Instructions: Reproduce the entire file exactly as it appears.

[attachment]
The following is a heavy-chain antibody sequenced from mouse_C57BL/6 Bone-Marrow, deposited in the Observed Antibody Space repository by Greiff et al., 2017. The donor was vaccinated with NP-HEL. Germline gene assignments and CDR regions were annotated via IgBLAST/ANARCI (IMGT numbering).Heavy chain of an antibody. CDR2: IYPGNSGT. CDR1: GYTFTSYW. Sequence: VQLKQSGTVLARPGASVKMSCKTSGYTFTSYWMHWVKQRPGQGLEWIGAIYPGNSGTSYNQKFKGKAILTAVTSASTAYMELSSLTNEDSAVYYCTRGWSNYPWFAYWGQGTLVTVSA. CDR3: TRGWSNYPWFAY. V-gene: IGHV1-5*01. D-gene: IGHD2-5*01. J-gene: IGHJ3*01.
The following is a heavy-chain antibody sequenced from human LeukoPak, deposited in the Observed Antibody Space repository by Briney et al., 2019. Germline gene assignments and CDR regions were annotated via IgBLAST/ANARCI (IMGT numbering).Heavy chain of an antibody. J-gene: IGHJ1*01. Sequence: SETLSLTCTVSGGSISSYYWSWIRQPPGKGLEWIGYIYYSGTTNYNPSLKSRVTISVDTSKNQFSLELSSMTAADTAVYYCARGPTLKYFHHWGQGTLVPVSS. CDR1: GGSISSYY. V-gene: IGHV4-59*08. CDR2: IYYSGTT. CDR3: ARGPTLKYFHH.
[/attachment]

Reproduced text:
The following is a heavy-chain antibody sequenced from mouse_C57BL/6 Bone-Marrow, deposited in the Observed Antibody Space repository by Greiff et al., 2017. The donor was vaccinated with NP-HEL. Germline gene assignments and CDR regions were annotated via IgBLAST/ANARCI (IMGT numbering).Heavy chain of an antibody. CDR2: IYPGNSGT. CDR1: GYTFTSYW. Sequence: VQLKQSGTVLARPGASVKMSCKTSGYTFTSYWMHWVKQRPGQGLEWIGAIYPGNSGTSYNQKFKGKAILTAVTSASTAYMELSSLTNEDSAVYYCTRGWSNYPWFAYWGQGTLVTVSA. CDR3: TRGWSNYPWFAY. V-gene: IGHV1-5*01. D-gene: IGHD2-5*01. J-gene: IGHJ3*01.
The following is a heavy-chain antibody sequenced from human LeukoPak, deposited in the Observed Antibody Space repository by Briney et al., 2019. Germline gene assignments and CDR regions were annotated via IgBLAST/ANARCI (IMGT numbering).Heavy chain of an antibody. J-gene: IGHJ1*01. Sequence: SETLSLTCTVSGGSISSYYWSWIRQPPGKGLEWIGYIYYSGTTNYNPSLKSRVTISVDTSKNQFSLELSSMTAADTAVYYCARGPTLKYFHHWGQGTLVPVSS. CDR1: GGSISSYY. V-gene: IGHV4-59*08. CDR2: IYYSGTT. CDR3: ARGPTLKYFHH.